RALEIGH — It was a week before the election, and Tom Fetzer had called another news conference to lob grenades at Democrats.
“I predict that she (Gov. Beverly Perdue) won’t run for re-election,” the chairman of the state Republican Party said.
Fetzer went on to say that he expected Perdue either wouldn’t be in office in the fall of 2012 or would be so badly damaged by events swirling around her that she would choose not to run.
His comments followed news that a federal grand jury had been hearing testimony about the Perdue campaign’s unreported air travel and its broader campaign finances. Wake County District Attorney Colon Willoughby had already announced a state investigation into the campaign flights.
Nonetheless, the prediction seemed pretty bold.
The Perdue camp’s air travel woes had been in the news for a while. She and her campaign staff had tried to make amends by disclosing flights, reimbursing companies and paying fines. None of the allegations, already considered by the state Board of Election, had her personally profiting. Democratic Party officials had also rolled out evidence indicating that Republican gubernatorial hopefuls had failed to report air travel, though on a much smaller scale.
Marc Farinella, a spokesman for the Perdue campaign, dismissed Fetzer’s words as pre-election bluster.
“What else would you expect the Republican Party chairman to say a week before an election? His job is to offer up partisan nonsense,” Farinella said.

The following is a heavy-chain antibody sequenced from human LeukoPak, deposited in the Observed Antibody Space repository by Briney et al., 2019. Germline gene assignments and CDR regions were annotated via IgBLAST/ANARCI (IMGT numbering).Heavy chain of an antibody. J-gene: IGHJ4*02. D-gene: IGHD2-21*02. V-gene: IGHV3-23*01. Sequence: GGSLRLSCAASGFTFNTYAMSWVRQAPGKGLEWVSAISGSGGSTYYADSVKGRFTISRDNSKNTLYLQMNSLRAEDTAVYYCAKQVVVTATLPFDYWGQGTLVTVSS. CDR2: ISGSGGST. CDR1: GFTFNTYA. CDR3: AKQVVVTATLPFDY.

Farinella may be right. Perdue shows no signs now that she won’t seek another term. She’s scheduled a political fundraiser in Charlotte for next week.
Or perhaps Fetzer knows more than he’s publicly stating.
Whatever the case, the election is over now. The time has come for the perpetual investigations of the executive branch of North Carolina government to either produce evidence of wrongdoing and indictments, or for federal prosecutors to move on.
George Holding, the federal prosecutor for the Eastern District of North Carolina, who has been heading the investigations of the Easley and now the Perdue administrations, is on borrowed time. He’s a holdover from the Bush administration.
So far, the probe of the Easley administration has produced one indictment and one guilty plea, by former Easley lawyer Ruffin Poole, to a single count of income tax evasion.
The Easley investigation has gone on for nearly two years. Holding et al. need to show their hand, with more indictments or by scheduling a sentencing hearing for Poole. The latter would signal that prosecutors don’t have the evidence to proceed against Easley.
As for Perdue, if allegations of wrongdoing extend beyond the nondisclosure of campaign airplane flights, they should be investigated thoroughly. On the other hand, if this latest federal grand jury investigation is just another look at flights for which the Perdue campaign has already paid civil fines, what’s the point?
The bungling of the campaign flights has already weakened Perdue politically. Trying to make them a federal crime will prove a legal dead end.
Scott Mooneyham writes about North Carolina politics for the Capitol Press Association.